Last thing before going to bed, I mix all remaining ingredients, apart from the salt, to form a soft dough. Leave covered to ferment overnight. In the morning, mix in the salt and leave the dough to rise, stretching and folding every hour for 4 hours. Divide the dough in two and form two large round boules. Place the dough in proving baskets, seam side up and leave to rise for 3 hours before baking in a hot (220 degrees) oven for 35 minutes.

I placed a ring of plaited dough in the proving basket before placing in the loaf, but despite taking time to do this, the result was a bit pathetic and certainly requires more thought on my part!

This is most definitely the bread to make breadcrumbs for the Christmas puddings.

Wednesday, 5 December 2012

Crackers for Cheese

I have been thinking about how to achieve a decent gluten free pastry for my friend Julia, these crackers I made the other day may hold the answer. When making a good short crust pastry, it is essential that you add only sufficient water to bring together the dough, adding just a little too much will result in pastry more akin to cardboard. However the added "toughness" of this cracker dough makes the crackers less crumbly. Pastry made with gluten free flour is always too crumbly so experimenting with extra water may produce a better result, I will let you know. Meanwhile here is the recipe for the crackers.

you will need:
150g of plain flour,
60g of unsalted butter
3 teaspoons of olive oil
60g of mixed seeds (pumpkin, sunflower and sesame in this case)
1 teaspoon of Bouillon powder (I use this in place of salt, but if it's not available, use half a teaspoon of salt)
1/2 teaspoon of umami (available from Chinese supermarkets)
1/2 teaspoon of ground black pepper
100ml of chilled water.

Begin by placing the flour and butter in a food processor and pulse until you achieve a fine breadcrumb texture. Add all remaining ingredients apart from the water, pulse again until the all is well mixed. Slowly add the water while continuing to pulse the machine until you achieve a sticky dough. Turn the dough out onto a well floured board and knead lightly for a moment or two.

Divide the dough into two parts, take each part and roll between two sheets of baking parchment to a thickness of 3 to 4mm. I find it makes peeling back the top sheet much easier if you lightly oil the parchment. Peel back the top sheet of paper, divide the rolled out dough to the desired number of crackers and repeat the process for the second piece of dough. bake at 180C for 15 minutes. remove the trays of crackers, reduce the oven temperature to 100C, replace the trays and leave the crackers to completely dry out for a further 1 hour.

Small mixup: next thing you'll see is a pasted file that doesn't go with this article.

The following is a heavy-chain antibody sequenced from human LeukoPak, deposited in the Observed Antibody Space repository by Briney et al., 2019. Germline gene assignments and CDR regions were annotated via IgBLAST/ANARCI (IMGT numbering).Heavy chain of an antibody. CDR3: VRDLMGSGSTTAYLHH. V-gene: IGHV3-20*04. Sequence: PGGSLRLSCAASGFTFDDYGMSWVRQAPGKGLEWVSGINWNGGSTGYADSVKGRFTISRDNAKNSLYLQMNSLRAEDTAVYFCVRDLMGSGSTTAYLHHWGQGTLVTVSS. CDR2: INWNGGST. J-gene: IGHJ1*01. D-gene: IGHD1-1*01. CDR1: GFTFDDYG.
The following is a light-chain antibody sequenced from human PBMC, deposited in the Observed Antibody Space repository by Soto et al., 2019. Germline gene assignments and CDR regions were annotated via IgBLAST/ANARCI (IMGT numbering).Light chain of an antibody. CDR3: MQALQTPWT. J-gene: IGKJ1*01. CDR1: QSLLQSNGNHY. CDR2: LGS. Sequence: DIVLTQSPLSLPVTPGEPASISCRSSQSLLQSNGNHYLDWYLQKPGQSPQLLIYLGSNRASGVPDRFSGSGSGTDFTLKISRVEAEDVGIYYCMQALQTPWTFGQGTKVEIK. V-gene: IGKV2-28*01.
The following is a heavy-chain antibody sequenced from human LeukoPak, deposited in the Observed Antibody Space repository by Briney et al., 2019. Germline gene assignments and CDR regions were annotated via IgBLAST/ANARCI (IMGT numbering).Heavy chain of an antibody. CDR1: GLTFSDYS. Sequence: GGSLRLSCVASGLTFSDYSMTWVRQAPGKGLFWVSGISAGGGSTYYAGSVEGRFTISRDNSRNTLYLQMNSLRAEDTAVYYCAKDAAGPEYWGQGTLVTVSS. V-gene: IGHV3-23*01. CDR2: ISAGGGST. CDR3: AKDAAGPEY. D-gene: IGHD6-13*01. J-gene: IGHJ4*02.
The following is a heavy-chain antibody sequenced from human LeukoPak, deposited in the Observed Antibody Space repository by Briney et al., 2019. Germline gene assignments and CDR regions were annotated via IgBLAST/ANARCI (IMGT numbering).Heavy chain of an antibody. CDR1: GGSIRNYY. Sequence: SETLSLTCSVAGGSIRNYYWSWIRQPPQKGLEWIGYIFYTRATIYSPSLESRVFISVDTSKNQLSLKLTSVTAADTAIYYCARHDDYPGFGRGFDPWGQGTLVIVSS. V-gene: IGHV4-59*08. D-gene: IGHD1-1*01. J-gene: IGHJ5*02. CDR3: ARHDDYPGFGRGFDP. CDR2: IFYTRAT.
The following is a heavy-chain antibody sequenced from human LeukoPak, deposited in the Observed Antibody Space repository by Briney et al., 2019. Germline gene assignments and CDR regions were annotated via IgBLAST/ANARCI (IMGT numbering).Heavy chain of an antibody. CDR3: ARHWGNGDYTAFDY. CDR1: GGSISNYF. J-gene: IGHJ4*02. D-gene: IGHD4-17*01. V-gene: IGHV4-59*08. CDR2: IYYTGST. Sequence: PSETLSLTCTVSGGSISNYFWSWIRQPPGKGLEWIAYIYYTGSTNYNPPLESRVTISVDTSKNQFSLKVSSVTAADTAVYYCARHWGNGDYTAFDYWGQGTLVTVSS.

These crackers can be flavoured in a variety of different ways, dried rosemary and black onion seed, parmesan and sage. Cumin seed and chilli, really anything you can think of.
Pulsing the mix with the seeds before adding the water results in a dough that has chopped seeds more evenly distributed, but if having whole pumpkin seeds is what you desire, simply add the seeds at the point where you knead the dough.

Monday, 3 December 2012

Light Rye with Caraway

My earliest memory of being able to find a loaf of bread baked using wild yeast was back in the early 1980s in Cambridge, where I lived at the time. The bread was sold in the Italian deli Balzano's, it was baked somewhere in the north of England was packed in a polythene bag and of course by the time I bought it, it was already a day or two old. The bread was delicious, dense with a hint of caraway, I imagine it came from an East European family bakery.

When I was thinking about making some rye of my own, the memory of the caraway came back and despite not knowing how much I should add to 600g of flour I seem to have gauged it correctly, for me at least.

This recipe makes two loaves and you will need:
For the ferment,
1 tablespoon of starter,
100g of Strong White Flour
100g of Rye
200g of water

For the main dough
All of the ferment
400g of Strong White Flour
200g of Rye
10g of Caraway seeds
450g of water
14g of salt.

Begin by activating the starter and creating the ferment. Mix all ferment ingredients and leave covered in a bowl (I use a 2 pint pudding basin) for at least 12 hours. The ferment should be bubbling well and rolling in on itself at the point where it's ready to add to the main dough ingredients see Fig 1

Last thing before going to bed, add the ferment to the main dough ingredients, omitting the salt. Leave the dough, covered overnight to rise. In the morning, add the salt and mix to distribute thoroughly. Leave the dough now to rise, stretching and folding the dough every hour for 3 or 4 hours. Form the dough into 2 loaves and place them in well floured baskets and leave for a further couple of hours to rise before slashing and baking in a hot, 220 degrees oven for 30-35 minutes.

Click here for many more recipes.

This bread, like the Porcini and Hazelnut bread carries a subtle yet delicious flavour throughout the crumb.
 Different flour absorbs water at different rates, so quantities of water are always approximate and it is best to gauge for yourself whether or not to add it all. Begin by adding nearly all the water recommended, then decide for yourself what is best.

Friday, 30 November 2012


There are times when standing and staring at the leftovers in the fridge is a prelude to producing an excellent dish. When enjoyed by friends and commented on however, I point out that often there are well over a dozen ingredients if you add them all up from the three meals that went to combine what we are eating.

The other day we ate such a dish; there was some left over dahl, not enough to stretch to anything on its own, but with the addition of a handful of frozen peas, always a standby, it might form a bigger part, I had also some roast potatoes that simply needed 10 minutes in a hot oven to bring back to life. I put these two together but at the last minute the desire for something a little fresh to finish it off, made me finely chop a couple of dill pickles and a few sprigs of fresh coriander to sprinkle on top. It's difficult to believe this simple combination, not many ingredients in this case, tasted as wonderful as it did, but somehow it delivered on almost all taste levels. I ate it up thinking about what would make it complete and yesterday made it all again from scratch, including everything from the first time but with the addition of some scallops.